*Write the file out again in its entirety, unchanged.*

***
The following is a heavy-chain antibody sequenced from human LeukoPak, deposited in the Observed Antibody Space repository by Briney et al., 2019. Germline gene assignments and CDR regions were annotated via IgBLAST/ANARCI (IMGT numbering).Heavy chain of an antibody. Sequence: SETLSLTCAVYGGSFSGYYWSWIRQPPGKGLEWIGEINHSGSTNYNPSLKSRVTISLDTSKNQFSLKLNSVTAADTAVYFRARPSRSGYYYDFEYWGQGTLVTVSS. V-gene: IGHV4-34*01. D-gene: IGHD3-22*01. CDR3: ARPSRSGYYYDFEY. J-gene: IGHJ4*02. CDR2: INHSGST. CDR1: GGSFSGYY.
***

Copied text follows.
The following is a heavy-chain antibody sequenced from human LeukoPak, deposited in the Observed Antibody Space repository by Briney et al., 2019. Germline gene assignments and CDR regions were annotated via IgBLAST/ANARCI (IMGT numbering).Heavy chain of an antibody. Sequence: SETLSLTCAVYGGSFSGYYWSWIRQPPGKGLEWIGEINHSGSTNYNPSLKSRVTISLDTSKNQFSLKLNSVTAADTAVYFRARPSRSGYYYDFEYWGQGTLVTVSS. V-gene: IGHV4-34*01. D-gene: IGHD3-22*01. CDR3: ARPSRSGYYYDFEY. J-gene: IGHJ4*02. CDR2: INHSGST. CDR1: GGSFSGYY.